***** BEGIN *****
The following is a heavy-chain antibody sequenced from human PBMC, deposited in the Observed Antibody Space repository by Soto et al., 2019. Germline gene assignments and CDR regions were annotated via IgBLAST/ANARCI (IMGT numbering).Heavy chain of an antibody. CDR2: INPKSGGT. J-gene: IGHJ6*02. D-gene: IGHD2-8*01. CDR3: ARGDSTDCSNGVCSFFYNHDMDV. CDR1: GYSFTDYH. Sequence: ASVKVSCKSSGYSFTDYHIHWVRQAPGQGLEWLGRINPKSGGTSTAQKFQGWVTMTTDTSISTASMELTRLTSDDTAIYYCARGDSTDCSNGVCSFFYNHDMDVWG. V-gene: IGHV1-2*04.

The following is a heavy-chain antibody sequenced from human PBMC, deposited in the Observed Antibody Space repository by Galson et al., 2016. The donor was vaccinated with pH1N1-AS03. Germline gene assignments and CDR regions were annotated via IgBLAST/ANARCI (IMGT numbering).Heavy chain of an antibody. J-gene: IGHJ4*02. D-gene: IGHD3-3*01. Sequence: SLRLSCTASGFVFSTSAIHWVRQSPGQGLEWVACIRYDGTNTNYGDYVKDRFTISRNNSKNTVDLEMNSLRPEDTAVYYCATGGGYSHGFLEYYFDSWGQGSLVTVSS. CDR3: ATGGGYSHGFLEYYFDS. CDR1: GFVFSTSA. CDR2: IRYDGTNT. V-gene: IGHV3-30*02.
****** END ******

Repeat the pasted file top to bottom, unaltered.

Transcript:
The following is a heavy-chain antibody sequenced from human PBMC, deposited in the Observed Antibody Space repository by Soto et al., 2019. Germline gene assignments and CDR regions were annotated via IgBLAST/ANARCI (IMGT numbering).Heavy chain of an antibody. CDR2: INPKSGGT. J-gene: IGHJ6*02. D-gene: IGHD2-8*01. CDR3: ARGDSTDCSNGVCSFFYNHDMDV. CDR1: GYSFTDYH. Sequence: ASVKVSCKSSGYSFTDYHIHWVRQAPGQGLEWLGRINPKSGGTSTAQKFQGWVTMTTDTSISTASMELTRLTSDDTAIYYCARGDSTDCSNGVCSFFYNHDMDVWG. V-gene: IGHV1-2*04.

The following is a heavy-chain antibody sequenced from human PBMC, deposited in the Observed Antibody Space repository by Galson et al., 2016. The donor was vaccinated with pH1N1-AS03. Germline gene assignments and CDR regions were annotated via IgBLAST/ANARCI (IMGT numbering).Heavy chain of an antibody. J-gene: IGHJ4*02. D-gene: IGHD3-3*01. Sequence: SLRLSCTASGFVFSTSAIHWVRQSPGQGLEWVACIRYDGTNTNYGDYVKDRFTISRNNSKNTVDLEMNSLRPEDTAVYYCATGGGYSHGFLEYYFDSWGQGSLVTVSS. CDR3: ATGGGYSHGFLEYYFDS. CDR1: GFVFSTSA. CDR2: IRYDGTNT. V-gene: IGHV3-30*02.